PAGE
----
In another aspect, the present invention provides a photolithographic mask comprising a substrate adapted to permit transmission of electromagnetic radiation therethrough, the substrate having a surface, a first region on the substrate at a level below the surface adapted to impart a predetermined phase shift with respect to the electromagnetic radiation, and a second region on the substrate at a different level below the surface adapted to impart a phase shift of 180° more or less than the phase shift of the first region with respect to the electromagnetic radiation. The second region is adjacent the first region and forms a desired configuration such that, upon transmission of the electromagnetic radiation through the substrate and the first and second regions, the radiation interferes so as to cause printable images corresponding to the configuration to be created below the substrate when exposed to the electromagnetic radiation. Preferably, the first region imparts a phase shift of about 90° with respect to the electromagnetic radiation and the second region imparts a phase shift of about 270° with respect to the electromagnetic radiation.
The first and second segments or regions may be positioned directly adjacent each other on the substrate and may also contact each other on the substrate. Preferably, the first and second segments or regions are positioned directly adjacent each other on the substrate without an intervening blocking material for the electromagnetic radiation of a predetermined frequency.
The mask may further include a blocking material for the electromagnetic radiation adjacent at least one of the first and second segments or regions. Such blocking material may be of a configuration adapted to cause a printable image to be created below the mask when exposed to the predetermined electromagnetic radiation. The first and second segments or regions may intersect along lines or points of a desired configuration such that the printable images conform to the lines or points, respectively.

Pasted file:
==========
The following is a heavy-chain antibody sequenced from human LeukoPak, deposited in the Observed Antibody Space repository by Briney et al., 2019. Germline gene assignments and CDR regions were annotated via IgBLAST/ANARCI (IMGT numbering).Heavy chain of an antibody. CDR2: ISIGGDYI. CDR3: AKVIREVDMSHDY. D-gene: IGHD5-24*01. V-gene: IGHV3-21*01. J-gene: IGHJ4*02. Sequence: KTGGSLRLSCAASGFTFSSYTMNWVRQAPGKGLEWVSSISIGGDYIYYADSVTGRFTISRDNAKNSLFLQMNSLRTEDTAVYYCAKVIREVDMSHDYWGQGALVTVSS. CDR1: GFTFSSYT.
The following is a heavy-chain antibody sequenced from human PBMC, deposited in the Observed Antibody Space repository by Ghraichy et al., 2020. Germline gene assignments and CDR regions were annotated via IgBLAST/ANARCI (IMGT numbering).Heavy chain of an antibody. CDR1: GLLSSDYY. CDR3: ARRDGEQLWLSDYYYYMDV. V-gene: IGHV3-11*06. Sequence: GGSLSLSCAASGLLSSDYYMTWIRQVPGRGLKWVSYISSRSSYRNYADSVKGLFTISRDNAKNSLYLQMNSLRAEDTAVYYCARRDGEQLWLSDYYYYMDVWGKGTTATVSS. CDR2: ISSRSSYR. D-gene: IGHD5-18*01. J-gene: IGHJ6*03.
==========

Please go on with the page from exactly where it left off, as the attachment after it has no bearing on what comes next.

In a related aspect, the present invention provides a method of producing a photolithographic mask comprising providing a substrate and creating in the substrate a first and second plurality of image segments. The first plurality of image segments imparting a predetermined phase shift with respect to electromagnetic radiation of a predetermined frequency and the second plurality of image segments imparting a phase shift of 180° more or less than the phase shift of the first plurality of image segments with respect to the predetermined electromagnetic radiation. The second segments being positioned adjacent the first segments such that printable images may be created below the substrate, when exposed to the predetermined electromagnetic radiation, at an intersection of the first and second segments.
Preferably, the method is performed by etching the first and second plurality of image segments into a surface of the substrate at different levels below the surface. More preferably, the first plurality of image segments are etched to impart a phase shift of 90° with respect to the electromagnetic radiation of a predetermined frequency and the second plurality of image segments are etched to impart a phase shift of 270° with respect to the electromagnetic radiation of a predetermined frequency.